How Can I Help My Infant With Constipation?

Struggling to help your distressed infant with constipation? I was also looking for quick remedies and anything else that I should know and can take action on to help my constipated child. Just like us adults, it’s essential for infants to stay regular too. 

Bowel movements for infants will change a number of times over the course of a baby’s life. Most of the time it’s normal for infants to go a day or two, or even up to a week without any bowel movements. If your infant is constipated you can help them with some light massaging to help stretch out their body, or use a glycerin suppository if it’s been many days and your baby’s pediatrician recommends it.

I remember the times when my baby was facing pain while trying to pass stool. I started noticing my little one’s number of bowel movements going down after breastfeeding. I started to worry and took my baby to the pediatricians to get him checked out.

There, I got to know more about pooping issues infants can face. I got some advice on remedies such as shifting formulas, giving massages, and much more. Here are the home remedies that I found that can help your constipated baby, as it helped mine.

How do you know your infant is constipated? 

Normal stools are soft and easily passed. Here is how to know if it’s constipation:

  • When the stools are infrequent
  • When your infant cries or makes a fuss while passing stools
  • When you infant’s stools resemble small pebbles
  • When they have painful cramps
  • When their tummy is swollen from gas

Why is constipation frequent in infants under a year of age?

Babies are getting used to life outside the womb, learning what kinds of milk is better for their bodies, and working on accepting new types of foods. A lot of breastfeeding moms must also make changes to their diet because it directly impacts their baby.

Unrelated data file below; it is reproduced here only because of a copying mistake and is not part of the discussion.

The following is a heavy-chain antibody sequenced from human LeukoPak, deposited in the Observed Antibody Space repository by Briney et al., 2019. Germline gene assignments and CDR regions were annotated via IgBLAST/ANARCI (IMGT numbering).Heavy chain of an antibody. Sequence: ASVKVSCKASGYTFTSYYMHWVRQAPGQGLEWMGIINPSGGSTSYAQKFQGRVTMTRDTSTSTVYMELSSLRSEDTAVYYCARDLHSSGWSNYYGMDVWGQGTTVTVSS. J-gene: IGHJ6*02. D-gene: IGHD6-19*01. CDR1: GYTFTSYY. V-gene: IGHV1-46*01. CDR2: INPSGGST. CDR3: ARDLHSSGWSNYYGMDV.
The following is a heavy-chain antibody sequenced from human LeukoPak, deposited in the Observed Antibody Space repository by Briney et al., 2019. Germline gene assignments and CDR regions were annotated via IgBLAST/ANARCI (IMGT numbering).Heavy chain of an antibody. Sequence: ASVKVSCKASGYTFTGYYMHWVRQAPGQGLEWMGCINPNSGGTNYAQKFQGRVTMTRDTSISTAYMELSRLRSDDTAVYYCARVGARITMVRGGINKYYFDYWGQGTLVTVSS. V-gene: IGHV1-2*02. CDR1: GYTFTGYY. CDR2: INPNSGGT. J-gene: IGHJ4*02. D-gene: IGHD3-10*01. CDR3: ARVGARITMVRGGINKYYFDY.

Just tell yourself this too shall pass and it’s a learning phase for their bodies (and yours!) in their brand-new life.

What remedies help with my infant’s constipation? 

There’s a research paper from the U.S. Library of Medicine done that had some helpful information on infant constipation. If your little one is not passing bowel movement at least 3 times a week, they would be considered constipated.

Constipation itself is one of the most common causes of parents taking their little ones to the pediatrician, so you’re not alone. If it’s late at night or a weekend where you’re not able to immediately visit your pediatrician, it might help to consider one or several of the following suggestions to help bring relief to your infant.

Change up the food source when exclusive breastfeeding, pumping and feeding, or giving formula

If your baby is breastfeeding, you can try switching up the milk. My baby was quite sensitive to some of the food I was eating like spicy food, anything with caffeine, and even garlic. I noticed when I would have a bit too much of these foods, he would later have noticeable stomach ache and constipation.

Breastfeeding moms who have a fluctuating diet, eating one of the foods that I mentioned, might cause your little one to be affected. If it’s not possible to adjust your diet, your other option is to try pumping and bottle feeding your infant to see if that helps. Sometimes mommy needs some extra coffee, and by pumping and having some bottled breastmilk in the fridge, both you and your baby can be happy.

Bottlefeeding can help your child in numerous ways, the biggest benefit being that anyone in the house can now feed the baby. Pumping is definitely frustrating for some moms who dread going on the room every 2-3 hours to keep on the pump schedule, but having that stock of milk in the freezer is definitely worth it. Another big benefit for me was that I could keep track of my baby’s milk intake.

Breastfeeding has so many benefits, but one thing you can’t do is really know how much milk your little one is taking in on a daily basis. If you notice your baby might be fluctuating a lot on their daily milk intake, it could be worth bottle feeding for a week or so to monitor how much they’re drinking. As soon as your kid starts feeling better, you can again switch back to breastfeeding if you prefer.

Avoid some of these food ingredients

Certain foods are known to cause constipation in infants, so it’s good to review this list to see if your little one might be eating too much of it, and getting constipated as a result of it. 

  • High-fiber fish
  • Peanuts
  • Peppermint
  • Sage
  • Prunes
  • Pears
  • Broccoli
  • Skinless Apples

Bran cereals, crackers, whole-grain bread also help to make the bowel movement smooth. You should change your diet and start consuming these food items so that it can add a lot of bulk to stool, which ultimately, helps kids to clear constipation. 

Make use of pureed foods 

My baby is currently just over seven months, and he still hasn’t started eating solid foods yet. So, I started giving him pureed foods while simultaneously breastfeeding him. I gave him carrot puree, peas puree, avocado, apple, as well as pear puree.